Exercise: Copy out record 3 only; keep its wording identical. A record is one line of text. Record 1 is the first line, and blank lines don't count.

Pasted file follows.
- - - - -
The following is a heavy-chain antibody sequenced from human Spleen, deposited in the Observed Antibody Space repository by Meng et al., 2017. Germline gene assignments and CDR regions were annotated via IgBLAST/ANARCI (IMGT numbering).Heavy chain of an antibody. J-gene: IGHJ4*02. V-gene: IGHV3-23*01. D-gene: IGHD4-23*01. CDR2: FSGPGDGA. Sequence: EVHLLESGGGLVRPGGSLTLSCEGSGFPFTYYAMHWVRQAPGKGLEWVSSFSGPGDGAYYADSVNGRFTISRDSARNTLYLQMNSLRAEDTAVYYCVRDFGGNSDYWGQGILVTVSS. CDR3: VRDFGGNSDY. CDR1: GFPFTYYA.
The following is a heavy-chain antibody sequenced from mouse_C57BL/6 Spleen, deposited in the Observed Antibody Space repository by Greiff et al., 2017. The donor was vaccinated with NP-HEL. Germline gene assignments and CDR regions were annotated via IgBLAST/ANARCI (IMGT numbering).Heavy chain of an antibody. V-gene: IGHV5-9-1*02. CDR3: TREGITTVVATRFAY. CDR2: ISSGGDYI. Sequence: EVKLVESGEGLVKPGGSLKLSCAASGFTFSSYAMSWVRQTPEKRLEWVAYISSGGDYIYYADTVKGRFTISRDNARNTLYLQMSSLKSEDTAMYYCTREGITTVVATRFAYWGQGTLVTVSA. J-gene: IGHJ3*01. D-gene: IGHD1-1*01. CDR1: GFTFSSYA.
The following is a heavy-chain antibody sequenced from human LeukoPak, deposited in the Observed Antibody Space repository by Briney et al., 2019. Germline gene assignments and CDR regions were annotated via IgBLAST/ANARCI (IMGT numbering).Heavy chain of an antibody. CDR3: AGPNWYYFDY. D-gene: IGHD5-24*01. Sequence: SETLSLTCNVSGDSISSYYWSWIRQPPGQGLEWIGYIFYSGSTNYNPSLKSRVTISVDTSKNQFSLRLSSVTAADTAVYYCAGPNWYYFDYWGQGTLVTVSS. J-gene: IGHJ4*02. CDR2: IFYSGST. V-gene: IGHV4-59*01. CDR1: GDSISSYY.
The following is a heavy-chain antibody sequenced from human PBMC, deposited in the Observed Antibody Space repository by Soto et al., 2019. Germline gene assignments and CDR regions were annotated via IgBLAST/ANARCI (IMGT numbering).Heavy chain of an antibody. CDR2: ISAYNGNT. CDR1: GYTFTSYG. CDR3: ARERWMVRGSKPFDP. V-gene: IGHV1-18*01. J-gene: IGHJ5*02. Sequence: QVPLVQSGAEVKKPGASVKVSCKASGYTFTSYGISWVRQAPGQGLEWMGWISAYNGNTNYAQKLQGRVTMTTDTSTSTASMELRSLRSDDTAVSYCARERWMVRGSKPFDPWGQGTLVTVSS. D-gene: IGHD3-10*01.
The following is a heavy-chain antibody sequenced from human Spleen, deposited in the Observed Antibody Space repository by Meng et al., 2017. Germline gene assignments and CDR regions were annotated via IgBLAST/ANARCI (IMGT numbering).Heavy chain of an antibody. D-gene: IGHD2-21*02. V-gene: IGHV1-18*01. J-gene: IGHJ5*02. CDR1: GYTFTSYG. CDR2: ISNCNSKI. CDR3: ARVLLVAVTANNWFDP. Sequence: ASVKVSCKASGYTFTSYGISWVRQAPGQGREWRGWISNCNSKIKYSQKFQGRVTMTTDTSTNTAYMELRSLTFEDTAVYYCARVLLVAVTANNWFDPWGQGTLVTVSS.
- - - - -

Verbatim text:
The following is a heavy-chain antibody sequenced from human LeukoPak, deposited in the Observed Antibody Space repository by Briney et al., 2019. Germline gene assignments and CDR regions were annotated via IgBLAST/ANARCI (IMGT numbering).Heavy chain of an antibody. CDR3: AGPNWYYFDY. D-gene: IGHD5-24*01. Sequence: SETLSLTCNVSGDSISSYYWSWIRQPPGQGLEWIGYIFYSGSTNYNPSLKSRVTISVDTSKNQFSLRLSSVTAADTAVYYCAGPNWYYFDYWGQGTLVTVSS. J-gene: IGHJ4*02. CDR2: IFYSGST. V-gene: IGHV4-59*01. CDR1: GDSISSYY.